Environmental Assessment

On 2 April 2015, the Planning and Development (Bilateral  Agreement) Amendment Act 2014 came into effect.

Further information  about the amendments is available in the Planning and Development (Bilateral  Agreement) Amendment Act 2014 Factsheet (HTML version) or download the Planning and Development (Bilateral Agreement) Amendment Act 2014 Factsheet.

There are a number of environmental assessment options available depending on the circumstances of a proposed development. These are outlined in the flowchart and information below.

Environmental Assessment Flowchart

Environmental Assessment Flowchart

Step 1 - Proposed development is in the impact track under s123 of the Planning and Development Act 2007.

Proponent has three options for assessment.

  • Option 1 - Environmental Impact Statement - Proponent prepares an Environmental Impact Statement which details the anticipated environmental effects of a development on the environment. This is the primary option.
  • Option 2 - Environmental Impact Statement Exemption - A proponent may make an application to the Minister to exempt a development from the requirement for an Environmental Impact Statement if satisfied that the expected environmental impact of the development proposal has already been sufficiently addressed by another study.
  • Option 3 - Environmental Significance Opinion - A proponent may apply for an Environmental Significance Opinion if the proponent wants an application for development approval assessed in the merit track on the ground that the proposal is not likely to have a significant adverse environmental impact.

Following options 1 or 2 a Proponent can lodge an Impact Track Development Application.

Following option 3 a Proponent may lodge a Merit Track Development Application. Note - some works may be exempt from development approval. Proponents should check the Planning and Development Act 2007 and the Territory Plan.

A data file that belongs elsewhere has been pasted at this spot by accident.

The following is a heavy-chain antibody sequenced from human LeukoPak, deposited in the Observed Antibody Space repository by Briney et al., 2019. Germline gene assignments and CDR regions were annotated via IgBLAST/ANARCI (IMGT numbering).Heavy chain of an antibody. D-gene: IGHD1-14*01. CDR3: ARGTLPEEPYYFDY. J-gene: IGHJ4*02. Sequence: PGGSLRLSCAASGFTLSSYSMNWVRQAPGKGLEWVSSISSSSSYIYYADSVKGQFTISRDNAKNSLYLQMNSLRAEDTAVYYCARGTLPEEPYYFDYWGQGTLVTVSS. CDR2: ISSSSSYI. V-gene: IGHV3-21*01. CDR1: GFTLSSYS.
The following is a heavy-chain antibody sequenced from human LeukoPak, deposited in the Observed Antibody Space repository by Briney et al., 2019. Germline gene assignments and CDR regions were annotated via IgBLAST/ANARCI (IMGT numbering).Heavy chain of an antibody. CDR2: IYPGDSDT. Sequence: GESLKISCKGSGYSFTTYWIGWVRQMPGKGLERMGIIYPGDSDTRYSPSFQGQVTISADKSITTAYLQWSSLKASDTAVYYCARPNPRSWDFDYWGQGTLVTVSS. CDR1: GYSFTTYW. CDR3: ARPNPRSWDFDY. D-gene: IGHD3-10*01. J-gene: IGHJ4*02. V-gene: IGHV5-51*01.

What is an environmental impact statement

An environmental impact statement (EIS) details the anticipated environmental effects of a development on the environment. The aim of the EIS process is to prevent, reduce or offset significant negative environmental impacts of a development. An EIS is prepared by the person, company or organisation undertaking the development (the proponent) and presented to the planning and land authority for assessment. Some of the things an EIS might have to consider include effects of the development on wildlife and potential pollution or contamination issues. A scoping document identifies matters that are to be addressed by the EIS. Find out more about environmental impact statements.

What is an exemption from an EIS (s211 exemption)?

Section 211 of the Planning and Development Act 2007 allows an applicant to seek exemption from the requirement to complete an EIS. The Minister has discretion under this section of the Act to grant an exemption based on the information in previous studies.

If an exemption is granted then the EIS process is regarded as complete and the applicant can lodge a DA for assessment in the impact track. The application form 1M includes the request for exemption. Find out more about exemption from requiring an EIS (s211 exemption).

What is an environmental significance opinion?

When a proponent considers a proposal is unlikely to have a significant adverse environmental impact, they can apply for an ESO.

The ESO application is referred to a relevant agency, which will provide an ESO, if appropriate. If the agency agrees there is no significant environmental impact, the development application can be made in the merit track. Find out more about environmental significance opinion.

The Planning and Development (Bilateral Agreement) Amendment Act 2014, which took effect on 2 April 2015, introduces conditional environmental significance opinions.
In making an environmental significance opinion (ESO), an agency can now make a conditional environmental significance opinion. The ESO advice must be incorporated into subsequent development approval decisions in the merit track.

Additional Information

Contact us

Impact and Estates team

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